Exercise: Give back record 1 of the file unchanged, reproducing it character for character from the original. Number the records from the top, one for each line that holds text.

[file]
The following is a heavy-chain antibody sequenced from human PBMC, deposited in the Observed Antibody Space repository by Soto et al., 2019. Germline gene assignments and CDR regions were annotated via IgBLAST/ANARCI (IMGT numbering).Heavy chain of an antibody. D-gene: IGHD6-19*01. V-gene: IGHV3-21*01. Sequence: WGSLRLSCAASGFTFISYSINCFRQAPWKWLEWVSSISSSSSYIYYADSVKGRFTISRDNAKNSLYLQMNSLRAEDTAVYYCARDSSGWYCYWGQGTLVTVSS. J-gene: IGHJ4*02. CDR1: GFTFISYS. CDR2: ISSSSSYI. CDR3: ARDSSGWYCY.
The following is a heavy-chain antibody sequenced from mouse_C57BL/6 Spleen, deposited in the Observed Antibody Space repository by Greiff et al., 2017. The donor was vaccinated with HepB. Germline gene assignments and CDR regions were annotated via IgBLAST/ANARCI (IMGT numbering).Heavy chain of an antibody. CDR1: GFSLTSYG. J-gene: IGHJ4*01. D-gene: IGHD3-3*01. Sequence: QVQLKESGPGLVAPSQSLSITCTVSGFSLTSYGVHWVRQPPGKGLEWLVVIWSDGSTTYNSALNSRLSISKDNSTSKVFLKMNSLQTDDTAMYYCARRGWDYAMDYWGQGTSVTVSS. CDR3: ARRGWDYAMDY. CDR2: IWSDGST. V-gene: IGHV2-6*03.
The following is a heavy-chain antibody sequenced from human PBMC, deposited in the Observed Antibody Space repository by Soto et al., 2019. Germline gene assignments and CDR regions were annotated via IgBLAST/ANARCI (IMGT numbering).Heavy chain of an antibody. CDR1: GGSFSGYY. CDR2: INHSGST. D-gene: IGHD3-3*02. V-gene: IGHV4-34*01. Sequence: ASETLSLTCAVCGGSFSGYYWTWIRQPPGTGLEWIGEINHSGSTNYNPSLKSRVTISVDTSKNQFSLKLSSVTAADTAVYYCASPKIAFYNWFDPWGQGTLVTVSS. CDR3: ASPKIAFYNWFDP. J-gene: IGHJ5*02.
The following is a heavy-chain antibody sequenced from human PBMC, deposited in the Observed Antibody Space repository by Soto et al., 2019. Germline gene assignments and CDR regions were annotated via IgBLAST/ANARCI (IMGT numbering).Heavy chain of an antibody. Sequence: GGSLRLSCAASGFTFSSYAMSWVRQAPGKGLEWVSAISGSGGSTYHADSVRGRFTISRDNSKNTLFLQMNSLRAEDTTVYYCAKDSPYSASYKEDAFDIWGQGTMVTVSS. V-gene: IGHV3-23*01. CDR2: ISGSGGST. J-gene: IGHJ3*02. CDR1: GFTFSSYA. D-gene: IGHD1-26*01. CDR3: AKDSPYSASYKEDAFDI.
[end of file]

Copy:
The following is a heavy-chain antibody sequenced from human PBMC, deposited in the Observed Antibody Space repository by Soto et al., 2019. Germline gene assignments and CDR regions were annotated via IgBLAST/ANARCI (IMGT numbering).Heavy chain of an antibody. D-gene: IGHD6-19*01. V-gene: IGHV3-21*01. Sequence: WGSLRLSCAASGFTFISYSINCFRQAPWKWLEWVSSISSSSSYIYYADSVKGRFTISRDNAKNSLYLQMNSLRAEDTAVYYCARDSSGWYCYWGQGTLVTVSS. J-gene: IGHJ4*02. CDR1: GFTFISYS. CDR2: ISSSSSYI. CDR3: ARDSSGWYCY.